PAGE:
Germany in the Pacific

Lake Ada opens up a magnificent scene of splendour from the Milford Sound Track. - Otago Witness, 19.6.1918.
Lake Ada opens up a magnificent scene of splendour from the Milford Sound Track. - Otago Witness, 19.6.1918.
Sir Robert Stout, writing in The Times, denies that Germany ever possessed any colonies in the Pacific.

''She seized some islands,'' he says, ''contrary to the wishes of their inhabitants, and she has governed them as autocrats govern; but she has had no colonies.'' It is to be feared that this declaration involves a verbal refinement which will not weigh very heavily at the conference that will determine the future of those islands.

The essential fact is that Germany held the islands prior to the war, and that she hopes to recover them, along with the territories she formerly possessed in Africa. Her aims have been quite frankly expressed by Dr Solf, her Minister of the Colonies, who has laid emphasis on the re-acquisition of the Pacific colonies as necessary to Germany.

It would be absurd to suppose that these colonies are so valuable to the Germans for the sake of their trade that their statesmen should base upon this ground a special claim for the restoration of them.

Population increase wanted

''If the birth-rate in New Zealand between the years 1882 and 1886 had been maintained, there would have been 240,000 more people than there are in the dominion today,'' said the Hon. G. W. Russell at the Auckland Town Hall on Friday night.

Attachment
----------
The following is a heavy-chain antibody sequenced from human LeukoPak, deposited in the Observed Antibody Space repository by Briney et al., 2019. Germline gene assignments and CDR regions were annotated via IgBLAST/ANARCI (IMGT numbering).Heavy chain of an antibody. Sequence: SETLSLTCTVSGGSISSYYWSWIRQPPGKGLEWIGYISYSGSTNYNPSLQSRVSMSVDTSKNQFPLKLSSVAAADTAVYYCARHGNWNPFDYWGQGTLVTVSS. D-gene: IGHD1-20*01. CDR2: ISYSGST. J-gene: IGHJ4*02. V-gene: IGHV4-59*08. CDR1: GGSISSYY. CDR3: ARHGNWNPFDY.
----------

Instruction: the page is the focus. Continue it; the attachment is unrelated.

''The question of birth-rate is largely an economic one and if we want an increase in the population the State must share with the parents the responsibility of looking after the children. After the war is over one of our great problems will be to secure a large increase in our population. We shall have to adopt some scheme to encourage a stream of immigrants to New Zealand. We want the right class of people - men who will go to the back blocks, fell the bush, farm the land, make roads and railways; and women who will be willing to enter domestic service and help the wives and mothers of the dominion, on some of whom the burdens of the home now fall very heavily. New Zealand must be prepared to pay for the passage of those whom we want to help in the work of colonisation.''

Warm coastal current

Sea currents were being discussed at the Supreme Court at Wanganui in a civil action last week, when the Chief Justice referred to a little known fact (says the Herald). His Honor said a warm current from the Queensland coast washed the coast of Stewart Island and up the west coast of the South Island.

It was for this reason that the water at Westport was from 10 to 15 deg warmer than at Lyttelton, also it was the reason why there was not so much frost at Westport as at that point on the east coast.

Arson attempt at Bulls

What was apparently an attempt to burn down the courthouse at Bulls was discovered by a passer-by on Saturday night (says the correspondent of the Dominion). Constable Wilson, who lives in the vicinity, was called at once, and about a dozen buckets of water quelled the outbreak.

Investigation showed that a deliberate attempt had been made to set fire to the building by means of a light placed between the rear wall and the tank stand. There is little doubt that but for the prompt action taken the building and contents, including the court records, would have been destroyed. There is no clue to the perpetrators.

- ODT, 14.6.1918.



In the same way that Afrikaners considered themselves African, German Samoan populations were Islanders, regardless of European origins.